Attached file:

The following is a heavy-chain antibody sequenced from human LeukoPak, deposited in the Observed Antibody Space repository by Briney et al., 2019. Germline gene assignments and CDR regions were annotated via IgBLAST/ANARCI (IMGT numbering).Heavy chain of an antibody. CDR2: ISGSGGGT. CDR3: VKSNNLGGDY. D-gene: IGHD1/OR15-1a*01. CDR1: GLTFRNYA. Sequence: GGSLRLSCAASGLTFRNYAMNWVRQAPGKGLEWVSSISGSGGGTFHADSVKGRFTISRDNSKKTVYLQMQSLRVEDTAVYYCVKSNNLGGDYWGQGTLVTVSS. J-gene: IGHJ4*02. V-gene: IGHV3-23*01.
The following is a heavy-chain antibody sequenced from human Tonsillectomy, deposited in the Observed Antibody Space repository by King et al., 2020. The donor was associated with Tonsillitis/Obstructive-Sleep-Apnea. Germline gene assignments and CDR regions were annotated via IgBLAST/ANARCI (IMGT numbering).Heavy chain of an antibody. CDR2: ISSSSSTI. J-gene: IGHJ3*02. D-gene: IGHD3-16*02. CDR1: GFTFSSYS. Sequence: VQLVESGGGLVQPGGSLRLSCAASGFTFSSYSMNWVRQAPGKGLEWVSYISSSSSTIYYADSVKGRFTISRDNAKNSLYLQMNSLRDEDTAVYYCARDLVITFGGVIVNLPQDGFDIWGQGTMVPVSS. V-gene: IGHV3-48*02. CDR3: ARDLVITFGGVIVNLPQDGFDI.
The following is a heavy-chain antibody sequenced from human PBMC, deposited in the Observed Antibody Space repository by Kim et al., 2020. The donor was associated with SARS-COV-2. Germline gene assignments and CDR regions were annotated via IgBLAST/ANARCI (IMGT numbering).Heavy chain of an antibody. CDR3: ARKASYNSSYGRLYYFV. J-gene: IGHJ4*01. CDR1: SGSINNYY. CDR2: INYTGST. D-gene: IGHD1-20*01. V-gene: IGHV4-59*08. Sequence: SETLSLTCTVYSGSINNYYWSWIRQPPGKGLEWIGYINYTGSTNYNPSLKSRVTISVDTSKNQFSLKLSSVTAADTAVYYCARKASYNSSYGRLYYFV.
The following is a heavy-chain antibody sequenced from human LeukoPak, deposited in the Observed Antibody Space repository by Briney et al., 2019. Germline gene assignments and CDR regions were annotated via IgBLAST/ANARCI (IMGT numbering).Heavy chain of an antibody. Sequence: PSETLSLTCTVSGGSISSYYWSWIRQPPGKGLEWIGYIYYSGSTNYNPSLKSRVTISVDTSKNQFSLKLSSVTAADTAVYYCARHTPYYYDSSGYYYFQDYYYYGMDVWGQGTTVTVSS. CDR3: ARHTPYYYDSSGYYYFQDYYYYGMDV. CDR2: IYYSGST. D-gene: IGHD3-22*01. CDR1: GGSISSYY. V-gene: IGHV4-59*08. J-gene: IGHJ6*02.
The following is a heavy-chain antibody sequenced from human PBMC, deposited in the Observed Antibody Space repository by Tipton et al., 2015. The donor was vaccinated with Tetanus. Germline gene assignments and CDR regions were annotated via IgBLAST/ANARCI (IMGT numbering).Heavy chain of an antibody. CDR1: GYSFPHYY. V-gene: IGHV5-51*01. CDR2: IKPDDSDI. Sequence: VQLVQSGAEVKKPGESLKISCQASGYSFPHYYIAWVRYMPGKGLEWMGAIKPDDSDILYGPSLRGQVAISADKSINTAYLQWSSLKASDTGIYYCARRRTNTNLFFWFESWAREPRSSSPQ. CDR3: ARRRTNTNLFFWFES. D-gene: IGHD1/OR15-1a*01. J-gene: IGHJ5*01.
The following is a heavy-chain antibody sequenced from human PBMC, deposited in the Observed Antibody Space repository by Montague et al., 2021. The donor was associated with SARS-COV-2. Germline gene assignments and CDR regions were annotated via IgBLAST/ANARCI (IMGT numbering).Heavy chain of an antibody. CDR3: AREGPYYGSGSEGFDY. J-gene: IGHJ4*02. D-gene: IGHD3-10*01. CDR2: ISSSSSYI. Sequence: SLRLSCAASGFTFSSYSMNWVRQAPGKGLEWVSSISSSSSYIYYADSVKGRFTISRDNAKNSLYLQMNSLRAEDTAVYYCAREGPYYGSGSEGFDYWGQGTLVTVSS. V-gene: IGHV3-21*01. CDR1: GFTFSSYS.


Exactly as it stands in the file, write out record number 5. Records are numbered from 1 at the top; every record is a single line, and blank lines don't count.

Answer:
The following is a heavy-chain antibody sequenced from human PBMC, deposited in the Observed Antibody Space repository by Tipton et al., 2015. The donor was vaccinated with Tetanus. Germline gene assignments and CDR regions were annotated via IgBLAST/ANARCI (IMGT numbering).Heavy chain of an antibody. CDR1: GYSFPHYY. V-gene: IGHV5-51*01. CDR2: IKPDDSDI. Sequence: VQLVQSGAEVKKPGESLKISCQASGYSFPHYYIAWVRYMPGKGLEWMGAIKPDDSDILYGPSLRGQVAISADKSINTAYLQWSSLKASDTGIYYCARRRTNTNLFFWFESWAREPRSSSPQ. CDR3: ARRRTNTNLFFWFES. D-gene: IGHD1/OR15-1a*01. J-gene: IGHJ5*01.